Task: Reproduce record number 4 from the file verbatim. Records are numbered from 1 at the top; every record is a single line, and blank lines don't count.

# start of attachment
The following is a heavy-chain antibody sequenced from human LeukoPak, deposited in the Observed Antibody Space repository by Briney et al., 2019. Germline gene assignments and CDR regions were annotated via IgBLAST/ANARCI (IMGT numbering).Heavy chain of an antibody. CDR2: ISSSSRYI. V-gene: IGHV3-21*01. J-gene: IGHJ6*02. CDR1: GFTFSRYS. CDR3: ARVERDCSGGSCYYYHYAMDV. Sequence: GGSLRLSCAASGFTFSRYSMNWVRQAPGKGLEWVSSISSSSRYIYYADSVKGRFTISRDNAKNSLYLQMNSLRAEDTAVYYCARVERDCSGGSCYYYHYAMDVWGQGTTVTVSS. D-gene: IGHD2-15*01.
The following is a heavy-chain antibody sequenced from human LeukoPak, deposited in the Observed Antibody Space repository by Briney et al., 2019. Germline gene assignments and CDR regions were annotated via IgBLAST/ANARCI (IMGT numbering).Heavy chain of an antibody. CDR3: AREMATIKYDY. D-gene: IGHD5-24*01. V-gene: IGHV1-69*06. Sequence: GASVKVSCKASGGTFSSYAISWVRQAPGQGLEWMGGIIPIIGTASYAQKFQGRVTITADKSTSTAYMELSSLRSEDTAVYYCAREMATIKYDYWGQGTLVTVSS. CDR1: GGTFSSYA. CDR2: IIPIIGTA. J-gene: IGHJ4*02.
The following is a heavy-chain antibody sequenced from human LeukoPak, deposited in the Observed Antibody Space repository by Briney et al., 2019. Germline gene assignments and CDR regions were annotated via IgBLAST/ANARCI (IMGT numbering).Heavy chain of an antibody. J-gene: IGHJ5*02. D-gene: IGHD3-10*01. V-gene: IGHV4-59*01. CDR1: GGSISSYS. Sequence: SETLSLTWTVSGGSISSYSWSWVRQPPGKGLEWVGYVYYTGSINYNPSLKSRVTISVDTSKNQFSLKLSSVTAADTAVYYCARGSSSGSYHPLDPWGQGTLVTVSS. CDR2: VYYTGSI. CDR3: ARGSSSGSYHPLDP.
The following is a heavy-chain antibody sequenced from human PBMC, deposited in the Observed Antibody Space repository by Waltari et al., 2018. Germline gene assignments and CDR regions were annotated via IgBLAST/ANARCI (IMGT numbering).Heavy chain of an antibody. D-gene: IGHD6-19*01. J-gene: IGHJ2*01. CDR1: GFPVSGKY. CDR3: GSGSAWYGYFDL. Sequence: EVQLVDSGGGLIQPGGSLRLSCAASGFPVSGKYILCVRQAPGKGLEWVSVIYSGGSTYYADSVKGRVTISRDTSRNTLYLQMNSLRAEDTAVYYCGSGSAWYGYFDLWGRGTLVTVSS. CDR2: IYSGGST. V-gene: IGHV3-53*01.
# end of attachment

The following is a heavy-chain antibody sequenced from human PBMC, deposited in the Observed Antibody Space repository by Waltari et al., 2018. Germline gene assignments and CDR regions were annotated via IgBLAST/ANARCI (IMGT numbering).Heavy chain of an antibody. D-gene: IGHD6-19*01. J-gene: IGHJ2*01. CDR1: GFPVSGKY. CDR3: GSGSAWYGYFDL. Sequence: EVQLVDSGGGLIQPGGSLRLSCAASGFPVSGKYILCVRQAPGKGLEWVSVIYSGGSTYYADSVKGRVTISRDTSRNTLYLQMNSLRAEDTAVYYCGSGSAWYGYFDLWGRGTLVTVSS. CDR2: IYSGGST. V-gene: IGHV3-53*01.